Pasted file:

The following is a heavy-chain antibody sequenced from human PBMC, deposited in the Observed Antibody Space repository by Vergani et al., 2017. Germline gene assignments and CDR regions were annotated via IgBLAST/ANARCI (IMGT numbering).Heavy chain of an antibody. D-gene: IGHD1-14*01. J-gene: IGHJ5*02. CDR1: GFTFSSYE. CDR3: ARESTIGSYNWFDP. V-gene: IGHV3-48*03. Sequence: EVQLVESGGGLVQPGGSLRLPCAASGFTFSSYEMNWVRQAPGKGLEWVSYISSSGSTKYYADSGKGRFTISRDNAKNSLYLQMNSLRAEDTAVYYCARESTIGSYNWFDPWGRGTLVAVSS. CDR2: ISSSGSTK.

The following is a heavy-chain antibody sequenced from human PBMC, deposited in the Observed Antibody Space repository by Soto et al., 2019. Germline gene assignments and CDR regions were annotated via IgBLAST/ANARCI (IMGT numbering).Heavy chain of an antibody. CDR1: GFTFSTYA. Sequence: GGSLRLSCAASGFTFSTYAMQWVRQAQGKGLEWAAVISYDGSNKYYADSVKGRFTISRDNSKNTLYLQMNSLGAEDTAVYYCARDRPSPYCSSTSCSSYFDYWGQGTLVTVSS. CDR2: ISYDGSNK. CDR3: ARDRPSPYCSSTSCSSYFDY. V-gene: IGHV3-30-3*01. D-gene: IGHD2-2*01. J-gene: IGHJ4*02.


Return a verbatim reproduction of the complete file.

The following is a heavy-chain antibody sequenced from human PBMC, deposited in the Observed Antibody Space repository by Vergani et al., 2017. Germline gene assignments and CDR regions were annotated via IgBLAST/ANARCI (IMGT numbering).Heavy chain of an antibody. D-gene: IGHD1-14*01. J-gene: IGHJ5*02. CDR1: GFTFSSYE. CDR3: ARESTIGSYNWFDP. V-gene: IGHV3-48*03. Sequence: EVQLVESGGGLVQPGGSLRLPCAASGFTFSSYEMNWVRQAPGKGLEWVSYISSSGSTKYYADSGKGRFTISRDNAKNSLYLQMNSLRAEDTAVYYCARESTIGSYNWFDPWGRGTLVAVSS. CDR2: ISSSGSTK.

The following is a heavy-chain antibody sequenced from human PBMC, deposited in the Observed Antibody Space repository by Soto et al., 2019. Germline gene assignments and CDR regions were annotated via IgBLAST/ANARCI (IMGT numbering).Heavy chain of an antibody. CDR1: GFTFSTYA. Sequence: GGSLRLSCAASGFTFSTYAMQWVRQAQGKGLEWAAVISYDGSNKYYADSVKGRFTISRDNSKNTLYLQMNSLGAEDTAVYYCARDRPSPYCSSTSCSSYFDYWGQGTLVTVSS. CDR2: ISYDGSNK. CDR3: ARDRPSPYCSSTSCSSYFDY. V-gene: IGHV3-30-3*01. D-gene: IGHD2-2*01. J-gene: IGHJ4*02.